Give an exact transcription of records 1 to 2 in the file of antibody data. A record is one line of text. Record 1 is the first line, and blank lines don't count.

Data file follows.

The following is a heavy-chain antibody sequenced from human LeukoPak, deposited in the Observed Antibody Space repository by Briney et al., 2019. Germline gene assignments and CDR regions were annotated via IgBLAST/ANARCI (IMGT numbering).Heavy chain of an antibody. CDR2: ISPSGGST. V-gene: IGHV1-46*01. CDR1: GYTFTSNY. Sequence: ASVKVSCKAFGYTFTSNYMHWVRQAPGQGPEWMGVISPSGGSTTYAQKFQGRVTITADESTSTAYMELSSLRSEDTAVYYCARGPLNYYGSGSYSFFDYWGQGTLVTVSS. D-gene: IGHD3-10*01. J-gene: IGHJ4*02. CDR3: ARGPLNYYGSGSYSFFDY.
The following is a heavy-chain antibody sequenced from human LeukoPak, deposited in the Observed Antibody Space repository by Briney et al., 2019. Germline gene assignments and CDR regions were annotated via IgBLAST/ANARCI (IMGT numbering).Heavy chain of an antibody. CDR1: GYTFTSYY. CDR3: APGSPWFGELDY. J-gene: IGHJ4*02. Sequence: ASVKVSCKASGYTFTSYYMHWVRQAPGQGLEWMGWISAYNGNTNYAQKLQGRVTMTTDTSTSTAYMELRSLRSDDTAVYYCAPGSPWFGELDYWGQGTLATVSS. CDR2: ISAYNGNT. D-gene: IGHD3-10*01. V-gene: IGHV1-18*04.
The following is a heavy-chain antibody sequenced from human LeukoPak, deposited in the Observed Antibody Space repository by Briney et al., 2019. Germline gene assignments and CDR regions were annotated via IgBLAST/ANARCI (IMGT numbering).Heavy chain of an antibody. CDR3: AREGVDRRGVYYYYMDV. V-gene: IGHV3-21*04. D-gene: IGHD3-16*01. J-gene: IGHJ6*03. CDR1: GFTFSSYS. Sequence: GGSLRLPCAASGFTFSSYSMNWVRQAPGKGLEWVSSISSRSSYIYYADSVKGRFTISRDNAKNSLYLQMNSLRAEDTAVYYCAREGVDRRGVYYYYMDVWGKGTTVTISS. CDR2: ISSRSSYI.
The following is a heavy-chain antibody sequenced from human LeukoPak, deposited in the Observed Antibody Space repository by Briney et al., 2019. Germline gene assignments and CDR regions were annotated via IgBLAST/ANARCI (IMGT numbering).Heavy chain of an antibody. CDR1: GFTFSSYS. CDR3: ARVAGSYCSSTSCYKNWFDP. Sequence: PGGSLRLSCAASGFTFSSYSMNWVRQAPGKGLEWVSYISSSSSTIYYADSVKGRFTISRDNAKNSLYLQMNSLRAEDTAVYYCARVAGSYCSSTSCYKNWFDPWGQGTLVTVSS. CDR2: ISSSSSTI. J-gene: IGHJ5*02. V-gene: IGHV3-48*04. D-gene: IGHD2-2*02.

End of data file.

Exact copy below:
The following is a heavy-chain antibody sequenced from human LeukoPak, deposited in the Observed Antibody Space repository by Briney et al., 2019. Germline gene assignments and CDR regions were annotated via IgBLAST/ANARCI (IMGT numbering).Heavy chain of an antibody. CDR2: ISPSGGST. V-gene: IGHV1-46*01. CDR1: GYTFTSNY. Sequence: ASVKVSCKAFGYTFTSNYMHWVRQAPGQGPEWMGVISPSGGSTTYAQKFQGRVTITADESTSTAYMELSSLRSEDTAVYYCARGPLNYYGSGSYSFFDYWGQGTLVTVSS. D-gene: IGHD3-10*01. J-gene: IGHJ4*02. CDR3: ARGPLNYYGSGSYSFFDY.
The following is a heavy-chain antibody sequenced from human LeukoPak, deposited in the Observed Antibody Space repository by Briney et al., 2019. Germline gene assignments and CDR regions were annotated via IgBLAST/ANARCI (IMGT numbering).Heavy chain of an antibody. CDR1: GYTFTSYY. CDR3: APGSPWFGELDY. J-gene: IGHJ4*02. Sequence: ASVKVSCKASGYTFTSYYMHWVRQAPGQGLEWMGWISAYNGNTNYAQKLQGRVTMTTDTSTSTAYMELRSLRSDDTAVYYCAPGSPWFGELDYWGQGTLATVSS. CDR2: ISAYNGNT. D-gene: IGHD3-10*01. V-gene: IGHV1-18*04.